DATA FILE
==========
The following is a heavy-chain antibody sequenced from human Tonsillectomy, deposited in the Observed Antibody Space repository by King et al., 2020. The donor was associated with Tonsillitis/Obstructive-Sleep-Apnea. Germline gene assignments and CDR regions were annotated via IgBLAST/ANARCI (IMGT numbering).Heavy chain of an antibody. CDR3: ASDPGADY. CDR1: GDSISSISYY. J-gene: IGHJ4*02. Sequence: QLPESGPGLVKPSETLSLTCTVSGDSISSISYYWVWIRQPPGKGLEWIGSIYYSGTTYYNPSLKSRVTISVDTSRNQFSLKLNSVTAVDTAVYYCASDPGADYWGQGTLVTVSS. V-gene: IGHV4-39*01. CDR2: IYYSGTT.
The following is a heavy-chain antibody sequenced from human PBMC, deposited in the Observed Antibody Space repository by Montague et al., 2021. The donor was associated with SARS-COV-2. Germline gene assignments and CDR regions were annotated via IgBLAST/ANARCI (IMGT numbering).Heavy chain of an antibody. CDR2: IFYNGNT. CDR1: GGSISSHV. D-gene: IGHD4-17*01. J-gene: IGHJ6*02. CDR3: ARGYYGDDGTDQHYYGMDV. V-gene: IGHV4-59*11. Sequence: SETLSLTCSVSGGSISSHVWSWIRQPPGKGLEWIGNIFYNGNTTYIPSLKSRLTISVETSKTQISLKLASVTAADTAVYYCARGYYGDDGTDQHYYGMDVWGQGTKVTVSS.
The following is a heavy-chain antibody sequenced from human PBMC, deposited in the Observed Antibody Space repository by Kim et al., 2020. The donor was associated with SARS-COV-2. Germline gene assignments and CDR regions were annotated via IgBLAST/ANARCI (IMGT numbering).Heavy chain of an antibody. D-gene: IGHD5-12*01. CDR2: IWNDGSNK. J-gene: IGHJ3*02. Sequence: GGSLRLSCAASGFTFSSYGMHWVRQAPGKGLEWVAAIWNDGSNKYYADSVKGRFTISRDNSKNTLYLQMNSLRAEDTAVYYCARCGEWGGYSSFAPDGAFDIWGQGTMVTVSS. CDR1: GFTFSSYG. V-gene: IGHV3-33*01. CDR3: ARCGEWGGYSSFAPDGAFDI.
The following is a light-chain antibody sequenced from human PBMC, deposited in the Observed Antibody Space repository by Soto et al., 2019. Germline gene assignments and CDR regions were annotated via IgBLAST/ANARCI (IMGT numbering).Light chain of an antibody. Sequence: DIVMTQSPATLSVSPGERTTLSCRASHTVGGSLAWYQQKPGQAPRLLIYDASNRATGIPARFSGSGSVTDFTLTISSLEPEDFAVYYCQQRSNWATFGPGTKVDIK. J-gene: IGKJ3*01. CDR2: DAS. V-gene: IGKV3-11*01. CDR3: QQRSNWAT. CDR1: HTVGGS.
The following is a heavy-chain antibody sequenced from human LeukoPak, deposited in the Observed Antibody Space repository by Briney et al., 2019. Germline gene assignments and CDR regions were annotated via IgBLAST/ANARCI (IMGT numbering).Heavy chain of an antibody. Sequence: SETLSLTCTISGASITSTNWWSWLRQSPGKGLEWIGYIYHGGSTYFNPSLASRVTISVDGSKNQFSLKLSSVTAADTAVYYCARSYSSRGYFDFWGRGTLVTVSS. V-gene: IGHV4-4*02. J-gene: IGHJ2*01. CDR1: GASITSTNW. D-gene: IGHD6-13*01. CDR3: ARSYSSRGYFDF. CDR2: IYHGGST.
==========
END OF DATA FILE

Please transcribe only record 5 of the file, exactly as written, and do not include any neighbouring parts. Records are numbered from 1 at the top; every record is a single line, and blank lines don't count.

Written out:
The following is a heavy-chain antibody sequenced from human LeukoPak, deposited in the Observed Antibody Space repository by Briney et al., 2019. Germline gene assignments and CDR regions were annotated via IgBLAST/ANARCI (IMGT numbering).Heavy chain of an antibody. Sequence: SETLSLTCTISGASITSTNWWSWLRQSPGKGLEWIGYIYHGGSTYFNPSLASRVTISVDGSKNQFSLKLSSVTAADTAVYYCARSYSSRGYFDFWGRGTLVTVSS. V-gene: IGHV4-4*02. J-gene: IGHJ2*01. CDR1: GASITSTNW. D-gene: IGHD6-13*01. CDR3: ARSYSSRGYFDF. CDR2: IYHGGST.